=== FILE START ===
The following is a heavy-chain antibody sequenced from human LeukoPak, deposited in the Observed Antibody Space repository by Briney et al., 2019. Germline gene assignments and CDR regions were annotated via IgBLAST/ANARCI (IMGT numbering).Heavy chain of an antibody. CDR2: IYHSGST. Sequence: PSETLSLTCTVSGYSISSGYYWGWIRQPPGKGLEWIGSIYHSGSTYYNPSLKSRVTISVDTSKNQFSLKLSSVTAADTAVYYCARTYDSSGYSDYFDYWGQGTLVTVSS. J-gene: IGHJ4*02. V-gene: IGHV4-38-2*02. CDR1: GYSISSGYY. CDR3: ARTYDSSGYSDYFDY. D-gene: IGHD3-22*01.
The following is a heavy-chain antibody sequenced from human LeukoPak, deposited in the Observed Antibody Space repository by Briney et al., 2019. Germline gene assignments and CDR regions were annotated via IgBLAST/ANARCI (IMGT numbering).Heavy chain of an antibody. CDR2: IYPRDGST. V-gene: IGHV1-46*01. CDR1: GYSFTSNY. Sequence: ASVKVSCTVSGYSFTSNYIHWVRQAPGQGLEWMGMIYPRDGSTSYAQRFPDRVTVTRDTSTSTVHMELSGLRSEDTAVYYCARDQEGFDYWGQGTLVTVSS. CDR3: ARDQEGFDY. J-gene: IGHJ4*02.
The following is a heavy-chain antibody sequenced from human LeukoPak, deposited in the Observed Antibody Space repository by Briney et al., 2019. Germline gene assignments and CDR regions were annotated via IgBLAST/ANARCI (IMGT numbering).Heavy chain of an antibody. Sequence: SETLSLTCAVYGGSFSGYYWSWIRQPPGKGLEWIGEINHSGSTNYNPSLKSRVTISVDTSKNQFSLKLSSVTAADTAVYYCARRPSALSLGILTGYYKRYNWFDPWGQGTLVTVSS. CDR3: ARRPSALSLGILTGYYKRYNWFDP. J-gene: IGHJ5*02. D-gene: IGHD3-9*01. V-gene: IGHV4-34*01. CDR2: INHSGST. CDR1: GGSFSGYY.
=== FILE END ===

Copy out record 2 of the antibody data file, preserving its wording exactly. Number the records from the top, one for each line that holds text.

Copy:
The following is a heavy-chain antibody sequenced from human LeukoPak, deposited in the Observed Antibody Space repository by Briney et al., 2019. Germline gene assignments and CDR regions were annotated via IgBLAST/ANARCI (IMGT numbering).Heavy chain of an antibody. CDR2: IYPRDGST. V-gene: IGHV1-46*01. CDR1: GYSFTSNY. Sequence: ASVKVSCTVSGYSFTSNYIHWVRQAPGQGLEWMGMIYPRDGSTSYAQRFPDRVTVTRDTSTSTVHMELSGLRSEDTAVYYCARDQEGFDYWGQGTLVTVSS. CDR3: ARDQEGFDY. J-gene: IGHJ4*02.